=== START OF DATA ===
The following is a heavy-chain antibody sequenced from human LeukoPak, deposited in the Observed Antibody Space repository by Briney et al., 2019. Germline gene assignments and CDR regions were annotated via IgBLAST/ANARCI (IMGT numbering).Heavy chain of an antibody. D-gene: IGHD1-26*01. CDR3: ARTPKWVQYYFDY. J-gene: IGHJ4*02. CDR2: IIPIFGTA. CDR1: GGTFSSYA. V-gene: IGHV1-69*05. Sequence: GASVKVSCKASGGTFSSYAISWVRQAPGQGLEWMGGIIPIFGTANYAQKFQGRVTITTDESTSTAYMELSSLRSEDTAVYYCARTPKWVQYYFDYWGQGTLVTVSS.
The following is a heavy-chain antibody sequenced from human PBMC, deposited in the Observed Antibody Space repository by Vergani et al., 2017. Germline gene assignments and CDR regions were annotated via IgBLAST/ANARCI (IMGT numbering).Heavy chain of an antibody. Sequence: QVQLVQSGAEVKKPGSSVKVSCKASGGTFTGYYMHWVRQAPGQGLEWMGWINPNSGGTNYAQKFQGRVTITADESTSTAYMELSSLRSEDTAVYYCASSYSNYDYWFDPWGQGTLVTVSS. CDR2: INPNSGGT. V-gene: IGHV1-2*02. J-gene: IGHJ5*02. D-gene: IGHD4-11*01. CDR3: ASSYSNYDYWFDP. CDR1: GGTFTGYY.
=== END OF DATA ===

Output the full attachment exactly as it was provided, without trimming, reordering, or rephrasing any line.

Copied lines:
The following is a heavy-chain antibody sequenced from human LeukoPak, deposited in the Observed Antibody Space repository by Briney et al., 2019. Germline gene assignments and CDR regions were annotated via IgBLAST/ANARCI (IMGT numbering).Heavy chain of an antibody. D-gene: IGHD1-26*01. CDR3: ARTPKWVQYYFDY. J-gene: IGHJ4*02. CDR2: IIPIFGTA. CDR1: GGTFSSYA. V-gene: IGHV1-69*05. Sequence: GASVKVSCKASGGTFSSYAISWVRQAPGQGLEWMGGIIPIFGTANYAQKFQGRVTITTDESTSTAYMELSSLRSEDTAVYYCARTPKWVQYYFDYWGQGTLVTVSS.
The following is a heavy-chain antibody sequenced from human PBMC, deposited in the Observed Antibody Space repository by Vergani et al., 2017. Germline gene assignments and CDR regions were annotated via IgBLAST/ANARCI (IMGT numbering).Heavy chain of an antibody. Sequence: QVQLVQSGAEVKKPGSSVKVSCKASGGTFTGYYMHWVRQAPGQGLEWMGWINPNSGGTNYAQKFQGRVTITADESTSTAYMELSSLRSEDTAVYYCASSYSNYDYWFDPWGQGTLVTVSS. CDR2: INPNSGGT. V-gene: IGHV1-2*02. J-gene: IGHJ5*02. D-gene: IGHD4-11*01. CDR3: ASSYSNYDYWFDP. CDR1: GGTFTGYY.